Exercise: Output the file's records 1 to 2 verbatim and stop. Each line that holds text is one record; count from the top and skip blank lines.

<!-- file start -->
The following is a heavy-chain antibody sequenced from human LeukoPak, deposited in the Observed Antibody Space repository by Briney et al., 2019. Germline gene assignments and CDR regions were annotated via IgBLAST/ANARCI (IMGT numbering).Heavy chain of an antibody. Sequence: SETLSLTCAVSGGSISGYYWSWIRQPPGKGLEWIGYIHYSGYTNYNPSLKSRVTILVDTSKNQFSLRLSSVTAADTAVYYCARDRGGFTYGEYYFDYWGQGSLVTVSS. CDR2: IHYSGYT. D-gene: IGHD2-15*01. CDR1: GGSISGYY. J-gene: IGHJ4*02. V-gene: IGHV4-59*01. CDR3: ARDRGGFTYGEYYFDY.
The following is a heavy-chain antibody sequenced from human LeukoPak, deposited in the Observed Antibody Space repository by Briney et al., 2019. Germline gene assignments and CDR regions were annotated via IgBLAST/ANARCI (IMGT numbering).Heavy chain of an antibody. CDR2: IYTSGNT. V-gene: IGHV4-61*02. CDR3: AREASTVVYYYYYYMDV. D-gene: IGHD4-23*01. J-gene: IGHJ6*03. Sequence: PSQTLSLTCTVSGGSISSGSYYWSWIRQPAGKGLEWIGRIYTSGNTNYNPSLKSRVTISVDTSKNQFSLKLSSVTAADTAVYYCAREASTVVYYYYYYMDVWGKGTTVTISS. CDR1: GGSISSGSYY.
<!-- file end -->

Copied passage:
The following is a heavy-chain antibody sequenced from human LeukoPak, deposited in the Observed Antibody Space repository by Briney et al., 2019. Germline gene assignments and CDR regions were annotated via IgBLAST/ANARCI (IMGT numbering).Heavy chain of an antibody. Sequence: SETLSLTCAVSGGSISGYYWSWIRQPPGKGLEWIGYIHYSGYTNYNPSLKSRVTILVDTSKNQFSLRLSSVTAADTAVYYCARDRGGFTYGEYYFDYWGQGSLVTVSS. CDR2: IHYSGYT. D-gene: IGHD2-15*01. CDR1: GGSISGYY. J-gene: IGHJ4*02. V-gene: IGHV4-59*01. CDR3: ARDRGGFTYGEYYFDY.
The following is a heavy-chain antibody sequenced from human LeukoPak, deposited in the Observed Antibody Space repository by Briney et al., 2019. Germline gene assignments and CDR regions were annotated via IgBLAST/ANARCI (IMGT numbering).Heavy chain of an antibody. CDR2: IYTSGNT. V-gene: IGHV4-61*02. CDR3: AREASTVVYYYYYYMDV. D-gene: IGHD4-23*01. J-gene: IGHJ6*03. Sequence: PSQTLSLTCTVSGGSISSGSYYWSWIRQPAGKGLEWIGRIYTSGNTNYNPSLKSRVTISVDTSKNQFSLKLSSVTAADTAVYYCAREASTVVYYYYYYMDVWGKGTTVTISS. CDR1: GGSISSGSYY.